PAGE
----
Projects | Barking and Dagenham | UCL PEARL

Case Study Information

Status
Built
Borough
Barking and Dagenham
Estimated completion
Location
Yew Tree Ave, Dagenham RM10

Team credits

Client
UCL - University College London
Architect
Penoyre & Prasad
Project Manager
AECOM
M&E / Sustainability Engineer
Stantec
Structural Engineer
Atkins Ltd
Landscape Architect
Atkins Ltd
Planning Consultant
Be First
Contractor
VolkerFitzpatrick, Brent Cross Town

UCL PEARL

PEARL, the Person Environment Activity Research Laboratory, is UCL’s first net-zero carbon in-use building, and a first-of-its-kind research facility. Its highly adaptable and collaborative workspaces also serve as a prototype for new post-Covid ways of working.

PEARL’s laboratory can test the impact of environmental conditions–such as space, colour, lighting, smell, visibility, appearance, touch and sound–on people’s behaviour and perception, bringing experiment conditions as close to real-life scenarios as possible, with the goal of examining and improving how people of all abilities interact with their environment, and each other.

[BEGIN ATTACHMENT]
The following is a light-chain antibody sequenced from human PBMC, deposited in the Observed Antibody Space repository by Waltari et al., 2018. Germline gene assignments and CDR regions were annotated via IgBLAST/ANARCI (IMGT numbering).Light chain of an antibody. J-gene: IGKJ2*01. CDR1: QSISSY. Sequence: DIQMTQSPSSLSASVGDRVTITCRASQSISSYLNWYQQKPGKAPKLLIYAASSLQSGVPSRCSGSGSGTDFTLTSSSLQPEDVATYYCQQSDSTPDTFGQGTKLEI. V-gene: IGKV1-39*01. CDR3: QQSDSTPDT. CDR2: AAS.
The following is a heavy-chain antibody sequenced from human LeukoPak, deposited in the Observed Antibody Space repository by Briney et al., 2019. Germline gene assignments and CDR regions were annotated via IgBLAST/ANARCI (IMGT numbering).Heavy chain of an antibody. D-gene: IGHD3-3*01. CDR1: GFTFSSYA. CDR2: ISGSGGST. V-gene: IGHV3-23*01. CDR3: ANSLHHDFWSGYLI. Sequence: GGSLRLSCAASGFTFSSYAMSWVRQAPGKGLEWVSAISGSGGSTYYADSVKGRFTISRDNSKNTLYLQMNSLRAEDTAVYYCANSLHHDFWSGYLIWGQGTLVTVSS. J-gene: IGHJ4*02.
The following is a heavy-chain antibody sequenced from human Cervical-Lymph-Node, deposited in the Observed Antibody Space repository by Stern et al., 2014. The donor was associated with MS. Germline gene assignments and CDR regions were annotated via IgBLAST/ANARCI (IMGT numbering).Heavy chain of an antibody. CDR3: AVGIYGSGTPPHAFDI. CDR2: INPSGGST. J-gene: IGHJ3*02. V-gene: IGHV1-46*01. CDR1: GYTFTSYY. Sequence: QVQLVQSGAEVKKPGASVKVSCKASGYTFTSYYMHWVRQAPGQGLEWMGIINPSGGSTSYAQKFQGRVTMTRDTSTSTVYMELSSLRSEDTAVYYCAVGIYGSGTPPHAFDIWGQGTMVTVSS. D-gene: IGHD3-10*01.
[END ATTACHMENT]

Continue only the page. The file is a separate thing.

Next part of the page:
PEARL is carbon negative in-use, due to highly efficient building fabric, services and a photovoltaic array covering the entire roof. The building maximises the use of recycled and recyclable materials, is highly robust, and built for deconstruction and the Circular Economy.

In addition to the ESG funding the project received UKRIC funding, which was vital to ensuring this building was truly a net-zero carbon in use project.

The UK Collaboratorium for Research on Infrastructure and Cities (UKCRIC) represents the Government’s and Research Councils’ support for research in infrastructure. It includes new laboratories amongst 14 UK Universities, who’s research will drive £600bn of UK investment over the next 50 years. PEARL is the only UKCRIC facility that involves multi-scalar analysis, and thus lies at the heart of the UKCRIC philosophy and implementation.

PEARL will allow researchers to engage with the public to discover what activities people want or need to do, and the ways in which the environment helps or hinders them. From this knowledge researchers will then be able to apply and test the ways in which the environment can be designed to enable people to live with a greater quality of life. 

PEARL will allow the public, researchers, regulators, implementers, and others to see what operation and design ideas would look, feel and work like, thereby cutting the cost of trying out new ideas by testing them in the laboratory before trialing them for real.